Title: Jane Eyre
Genre: Drama, Romance
Director: Cary Joji Fukunaga
Screenwriter: Moira Buffini
based on the novel of Charlotte Brontë
Music: Dario Marianelli
Cinematography: Adriano Goldman
Romy Settbon Moore
I always hold a favorable perspective towards remakes in view of that top-notch scripts are invaluable in Hollywood at this moment in time, especially from classic literature canons. My personal background is that I have neither read Charlotte Brontë’s book nor watched any previous film/TV adaptions, so for me it is a sheer new film to adventure into.
This version of JANE EYRE has a gallant ambition with its gothic palette and a refreshing cast, from American director Cary Joji Fukunaga, whose 2009 debut SIN NOMBRE is his career’s speed-up propeller. It all starts with the gloomy flashbacks which prefigures a troubled and hear-rending journey ahead (for viewers of course), which constantly reminds me of UK female auteur Andrea Arnold’s FISH FANK (Mr. Fassbender also stars), coincidently Andrea’s latest film is a new version of WUTHERING HEIGHTS (2011), from Emily Brontë, Charlotte’s younger sister, which overtly is a more controversial task. The haunting cinematography and the shoulder-held camera relentlessly fabricate a brittle and bleak milieu and I am fascinated by the thrilling surroundings and tenderness excavated in-between the melodramatic sincerity and gut-wrenching mental sojourn staying within the film’s main characters.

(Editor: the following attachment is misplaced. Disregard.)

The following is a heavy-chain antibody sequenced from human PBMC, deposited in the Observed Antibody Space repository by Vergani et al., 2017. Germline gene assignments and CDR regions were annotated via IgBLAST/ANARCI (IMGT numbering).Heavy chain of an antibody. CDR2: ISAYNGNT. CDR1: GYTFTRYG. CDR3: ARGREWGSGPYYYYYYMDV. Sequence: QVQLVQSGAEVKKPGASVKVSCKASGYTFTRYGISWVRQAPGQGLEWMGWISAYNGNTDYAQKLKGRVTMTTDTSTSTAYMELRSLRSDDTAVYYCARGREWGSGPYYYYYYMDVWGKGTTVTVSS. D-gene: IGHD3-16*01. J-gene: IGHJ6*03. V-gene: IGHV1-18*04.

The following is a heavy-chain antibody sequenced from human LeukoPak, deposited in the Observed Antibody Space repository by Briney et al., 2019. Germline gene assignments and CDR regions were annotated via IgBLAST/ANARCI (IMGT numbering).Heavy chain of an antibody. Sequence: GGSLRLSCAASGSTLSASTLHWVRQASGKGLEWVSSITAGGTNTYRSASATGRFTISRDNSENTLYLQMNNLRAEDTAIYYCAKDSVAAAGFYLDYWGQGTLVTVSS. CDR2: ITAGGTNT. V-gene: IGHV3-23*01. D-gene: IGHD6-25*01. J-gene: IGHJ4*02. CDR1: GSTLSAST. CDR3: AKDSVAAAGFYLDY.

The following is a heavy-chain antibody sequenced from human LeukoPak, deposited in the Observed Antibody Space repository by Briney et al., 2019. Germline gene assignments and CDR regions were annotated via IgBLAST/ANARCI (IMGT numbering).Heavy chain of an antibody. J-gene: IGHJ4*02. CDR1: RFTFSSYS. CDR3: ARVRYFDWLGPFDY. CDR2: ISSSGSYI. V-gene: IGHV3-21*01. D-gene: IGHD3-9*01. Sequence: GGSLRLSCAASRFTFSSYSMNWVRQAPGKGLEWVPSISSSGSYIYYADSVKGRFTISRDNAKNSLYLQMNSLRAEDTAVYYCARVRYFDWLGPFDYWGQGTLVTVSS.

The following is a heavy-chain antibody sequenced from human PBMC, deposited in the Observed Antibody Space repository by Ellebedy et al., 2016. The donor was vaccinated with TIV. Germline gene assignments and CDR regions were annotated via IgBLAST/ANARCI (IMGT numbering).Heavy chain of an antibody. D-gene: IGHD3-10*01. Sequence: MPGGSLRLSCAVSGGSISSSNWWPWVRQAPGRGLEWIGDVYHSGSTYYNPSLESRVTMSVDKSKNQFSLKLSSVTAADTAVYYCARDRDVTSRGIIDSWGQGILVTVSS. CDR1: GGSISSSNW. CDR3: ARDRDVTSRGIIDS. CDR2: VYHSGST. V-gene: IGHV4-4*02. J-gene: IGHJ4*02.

The cast is immaculate, a young Gwyneth Paltrow-look Mia Wasikowska undertakes the overloading leading Jane with sympathetic nuances, and the awareness of female independence has been instigated with credibility which is always a triumph to witness on screen. Fassbender, who may be too flawless to act as a dishonest Rochester, is fierce and sultry at the same moment using his unique charisma. Judi Dench, Sally Hawkins and even Jamie Bell’s supporting roles are bitty but unflinchingly solid.
The latter part is quite hasty in my opinion, perhaps on account of the running time (I suggest a 150-minutes length could be appropriate because it’s better to give some room for the downplayed Mason family). Overall the film is not plucky enough though the material is affluent, a woeful top-heavy ending foils itself becoming a perfectly justifiable masterpiece.